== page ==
The Universal Declaration of Human Rights hits the streets
The installation is inspired by the opening words of the 1948 document which reads, "Whereas recognition of the inherent dignity and of the equal and inalienable rights of all members of the human family is the foundation of freedom, justice and peace in the world..."
The art, which is designed to inspire curiosity and engagement with the UDHR, includes an eight-foot-tall mirrored lenticular that reads, "MEMBER OF THE HUMAN FAMILY." Other messages become visible when the object is viewed from different perspectives. On the back is a mirror highlighting the 30 individual articles of the UDHR.
"We're giving one of the most important documents humanity's ever crafted the social currency it deserves," Gabriel Reilich, VP of Content and Development at GOOD, said. "We want the Universal Declaration of Human Rights to enter the public consciousness as easily as any viral post or highly photographed moment can."
In 1946, as the horrors of WWII began to slowly come to light, the United Nations realized its charter did not go far enough to help protect the world's citizenry. The next year, the U.N. established a committee, chaired by former first lady Eleanor Roosevelt, to draft the UDHR to protect everyone, everywhere. Ratified by the U.N. in December 2018, it's the first to ever declare fundamental rights for all of humanity.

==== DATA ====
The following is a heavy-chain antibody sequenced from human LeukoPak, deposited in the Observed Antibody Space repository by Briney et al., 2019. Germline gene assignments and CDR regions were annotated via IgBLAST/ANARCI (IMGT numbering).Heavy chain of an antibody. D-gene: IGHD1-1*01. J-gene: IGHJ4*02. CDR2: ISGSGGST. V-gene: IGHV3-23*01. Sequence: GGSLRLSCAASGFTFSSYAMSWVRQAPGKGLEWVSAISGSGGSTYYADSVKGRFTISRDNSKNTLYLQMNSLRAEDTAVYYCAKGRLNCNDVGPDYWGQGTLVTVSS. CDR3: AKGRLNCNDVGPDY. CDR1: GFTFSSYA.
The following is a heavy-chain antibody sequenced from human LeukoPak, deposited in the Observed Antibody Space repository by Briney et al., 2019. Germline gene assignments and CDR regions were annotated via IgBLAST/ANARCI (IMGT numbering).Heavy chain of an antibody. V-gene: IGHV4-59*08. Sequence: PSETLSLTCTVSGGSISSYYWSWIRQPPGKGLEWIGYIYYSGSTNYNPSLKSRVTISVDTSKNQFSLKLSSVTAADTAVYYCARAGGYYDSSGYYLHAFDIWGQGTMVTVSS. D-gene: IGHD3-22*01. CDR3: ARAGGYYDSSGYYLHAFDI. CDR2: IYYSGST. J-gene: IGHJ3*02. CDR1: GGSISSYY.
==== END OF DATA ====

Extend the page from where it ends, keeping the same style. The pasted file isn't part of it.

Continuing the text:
Eleanor Roosevelt and United Nations Universal Declaration of Human Rights in Spanish text. Via Wikimedia Commons.
The document outlines 30 articles affirming an individual's rights which include: dignity, liberty, brotherhood, and the prohibition of slavery and torture. It also affirms the right to freedom of thought, opinion, religion, conscience, and peaceful association.
It's been translated into 500 different languages and served as the basis for customary international law for over 50 years and served as a precursor to the International Bill of Human Rights, which came into force in 1976. The celebration of its anniversary comes at a time when Americans need to recommit themselves to human rights, especially given the current administration's track record on the matter.
People have been posting their interactions with the art installations under #HumanFamily.